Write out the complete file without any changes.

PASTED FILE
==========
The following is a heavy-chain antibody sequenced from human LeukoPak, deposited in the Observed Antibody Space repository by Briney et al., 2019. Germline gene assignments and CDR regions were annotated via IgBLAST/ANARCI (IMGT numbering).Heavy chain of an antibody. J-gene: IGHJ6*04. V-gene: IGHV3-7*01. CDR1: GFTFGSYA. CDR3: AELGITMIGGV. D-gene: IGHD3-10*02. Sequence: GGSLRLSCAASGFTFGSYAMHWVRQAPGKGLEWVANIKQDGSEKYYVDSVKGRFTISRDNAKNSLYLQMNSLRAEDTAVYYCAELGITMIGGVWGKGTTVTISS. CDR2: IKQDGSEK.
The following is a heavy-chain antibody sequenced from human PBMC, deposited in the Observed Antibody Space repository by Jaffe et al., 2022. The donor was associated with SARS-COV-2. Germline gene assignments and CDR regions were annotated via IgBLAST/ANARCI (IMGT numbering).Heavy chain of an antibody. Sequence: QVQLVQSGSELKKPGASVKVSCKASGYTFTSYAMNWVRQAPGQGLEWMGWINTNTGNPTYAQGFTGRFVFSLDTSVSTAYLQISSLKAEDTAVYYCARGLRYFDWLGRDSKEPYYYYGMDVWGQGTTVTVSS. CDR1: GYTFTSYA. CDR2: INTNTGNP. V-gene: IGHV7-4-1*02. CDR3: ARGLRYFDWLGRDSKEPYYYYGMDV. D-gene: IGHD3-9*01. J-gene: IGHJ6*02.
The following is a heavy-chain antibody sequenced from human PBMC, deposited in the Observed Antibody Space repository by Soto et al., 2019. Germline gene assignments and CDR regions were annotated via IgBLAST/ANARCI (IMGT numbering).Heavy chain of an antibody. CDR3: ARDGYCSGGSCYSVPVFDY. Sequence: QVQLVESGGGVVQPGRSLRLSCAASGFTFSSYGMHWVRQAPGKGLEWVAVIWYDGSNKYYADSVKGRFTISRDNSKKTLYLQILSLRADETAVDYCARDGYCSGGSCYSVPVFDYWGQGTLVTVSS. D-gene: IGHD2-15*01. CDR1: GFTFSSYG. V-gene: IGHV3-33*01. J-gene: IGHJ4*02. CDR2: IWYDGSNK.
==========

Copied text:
The following is a heavy-chain antibody sequenced from human LeukoPak, deposited in the Observed Antibody Space repository by Briney et al., 2019. Germline gene assignments and CDR regions were annotated via IgBLAST/ANARCI (IMGT numbering).Heavy chain of an antibody. J-gene: IGHJ6*04. V-gene: IGHV3-7*01. CDR1: GFTFGSYA. CDR3: AELGITMIGGV. D-gene: IGHD3-10*02. Sequence: GGSLRLSCAASGFTFGSYAMHWVRQAPGKGLEWVANIKQDGSEKYYVDSVKGRFTISRDNAKNSLYLQMNSLRAEDTAVYYCAELGITMIGGVWGKGTTVTISS. CDR2: IKQDGSEK.
The following is a heavy-chain antibody sequenced from human PBMC, deposited in the Observed Antibody Space repository by Jaffe et al., 2022. The donor was associated with SARS-COV-2. Germline gene assignments and CDR regions were annotated via IgBLAST/ANARCI (IMGT numbering).Heavy chain of an antibody. Sequence: QVQLVQSGSELKKPGASVKVSCKASGYTFTSYAMNWVRQAPGQGLEWMGWINTNTGNPTYAQGFTGRFVFSLDTSVSTAYLQISSLKAEDTAVYYCARGLRYFDWLGRDSKEPYYYYGMDVWGQGTTVTVSS. CDR1: GYTFTSYA. CDR2: INTNTGNP. V-gene: IGHV7-4-1*02. CDR3: ARGLRYFDWLGRDSKEPYYYYGMDV. D-gene: IGHD3-9*01. J-gene: IGHJ6*02.
The following is a heavy-chain antibody sequenced from human PBMC, deposited in the Observed Antibody Space repository by Soto et al., 2019. Germline gene assignments and CDR regions were annotated via IgBLAST/ANARCI (IMGT numbering).Heavy chain of an antibody. CDR3: ARDGYCSGGSCYSVPVFDY. Sequence: QVQLVESGGGVVQPGRSLRLSCAASGFTFSSYGMHWVRQAPGKGLEWVAVIWYDGSNKYYADSVKGRFTISRDNSKKTLYLQILSLRADETAVDYCARDGYCSGGSCYSVPVFDYWGQGTLVTVSS. D-gene: IGHD2-15*01. CDR1: GFTFSSYG. V-gene: IGHV3-33*01. J-gene: IGHJ4*02. CDR2: IWYDGSNK.